This series on diversity and inclusion is sponsored by Amway, which supports a prosperous economy through having a diverse workplace. Companies committed to diversity and inclusion are better equipped to innovate and drive performance. For more information, visit amwayglobal.com/our-story.
Innovations created from the tech field affect countless areas of our lives and permeate through all classes and cultures. In recent years, it’s become increasingly more important to ensure that companies work toward creating a more diverse environment in this sector.
Individuals and institutions need tdo confront our internal biases as we begin to create A.I.-enabled technologies. Not only will this usher in a new era of work, where inclusivity and progress go hand-in-hand, but it’s also good for business. Diversity in tech is critical moving forward, as the ubiquity of the field impacts all areas of our lives. It’s not going to happen overnight; data show that approximately 90% of software developers are men. Bureau of Labor statistics show that in 2015, women filled just 25% percent of computing-related occupations. While there is a lot of work ahead of us there are also opportunities galore.
Women in programming leading the way
Diversity is slowly becoming a core tenant of many tech businesses. A.I. research is one such field that will tremendously benefit from a wider range of participants. Women and underrepresented minorities can add a lot of insight here; different backgrounds, ethnicities and genders all have unique perspectives to add to the programming mix and cultural matrix inside tech workplace cultures.
Unfortunately, women have been reported to leave the field at a 45% higher rate than men. Moving forward, we need to be able to communicate how fascinating and fulfilling a career in tech can be. Drumming up interest in computer science studies during students’ undergraduate years is one such way of getting women involved. For example, McGill University increased enrollment in a number of interdisciplinary programs through its McGill Women in Computer Science initiative.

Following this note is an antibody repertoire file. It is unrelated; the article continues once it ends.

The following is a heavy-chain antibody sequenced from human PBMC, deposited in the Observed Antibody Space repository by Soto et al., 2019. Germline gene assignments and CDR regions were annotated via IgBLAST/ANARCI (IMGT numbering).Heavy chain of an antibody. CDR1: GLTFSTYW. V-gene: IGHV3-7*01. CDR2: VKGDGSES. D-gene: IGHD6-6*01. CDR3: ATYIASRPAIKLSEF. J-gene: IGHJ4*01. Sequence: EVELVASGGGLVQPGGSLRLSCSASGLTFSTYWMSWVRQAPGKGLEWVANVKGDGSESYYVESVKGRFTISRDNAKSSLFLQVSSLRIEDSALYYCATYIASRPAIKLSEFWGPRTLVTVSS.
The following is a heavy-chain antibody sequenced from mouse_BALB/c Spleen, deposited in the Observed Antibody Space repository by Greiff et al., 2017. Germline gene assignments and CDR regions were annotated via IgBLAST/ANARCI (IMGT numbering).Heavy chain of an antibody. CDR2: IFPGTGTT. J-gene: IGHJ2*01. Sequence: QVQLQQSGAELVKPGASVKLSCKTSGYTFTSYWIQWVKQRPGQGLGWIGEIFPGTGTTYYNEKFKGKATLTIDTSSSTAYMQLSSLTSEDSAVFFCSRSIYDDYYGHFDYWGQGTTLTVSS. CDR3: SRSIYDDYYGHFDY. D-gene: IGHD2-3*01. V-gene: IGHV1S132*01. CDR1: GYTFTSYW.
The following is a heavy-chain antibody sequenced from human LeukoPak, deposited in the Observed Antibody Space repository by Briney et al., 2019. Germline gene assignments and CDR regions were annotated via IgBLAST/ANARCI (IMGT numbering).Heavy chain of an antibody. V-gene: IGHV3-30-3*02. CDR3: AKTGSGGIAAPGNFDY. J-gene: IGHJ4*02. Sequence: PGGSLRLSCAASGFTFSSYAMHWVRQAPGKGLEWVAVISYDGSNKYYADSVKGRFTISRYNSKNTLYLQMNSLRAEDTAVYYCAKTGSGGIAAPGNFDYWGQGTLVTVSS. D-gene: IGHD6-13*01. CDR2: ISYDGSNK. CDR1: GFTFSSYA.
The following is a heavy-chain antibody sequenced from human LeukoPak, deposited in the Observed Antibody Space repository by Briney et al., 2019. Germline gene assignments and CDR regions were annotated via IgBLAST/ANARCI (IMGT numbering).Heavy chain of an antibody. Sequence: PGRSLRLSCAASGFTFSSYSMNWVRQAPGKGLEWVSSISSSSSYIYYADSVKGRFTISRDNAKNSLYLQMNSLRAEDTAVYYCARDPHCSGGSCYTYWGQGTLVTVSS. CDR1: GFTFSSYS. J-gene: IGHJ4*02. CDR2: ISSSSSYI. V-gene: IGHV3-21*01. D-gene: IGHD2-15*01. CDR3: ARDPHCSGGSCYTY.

Administrators at McGill found out that a majority of male students know right away that they want to be CS majors, while female students only figured that out in their 2nd or 3rd year. It’s much more efficient to create a program that lets female engineers find and develop their passion early on in their college career.
In recent years, new organizations and events have been created that are beginning to change and influence the industry. Events like Women in Machine Learning (WiML) and nonprofits like AI4ALL, an initiative that creates summer programs at Stanford to teach A.I. to diverse groups of students in high school, are leading the way. A.I. is a field that not only requires creativity and logical problem-solving skills but diverse viewpoints as well.
Fei-Fei Li, director at the Stanford Artificial Intelligence Lab, says: “If we don’t get women and people of color at the table—real technologists doing the real work—we will bias systems… Trying to reverse that a decade or two from now will be so much more difficult, if not close to impossible. This is the time to get women and diverse voices in so that we build it properly.”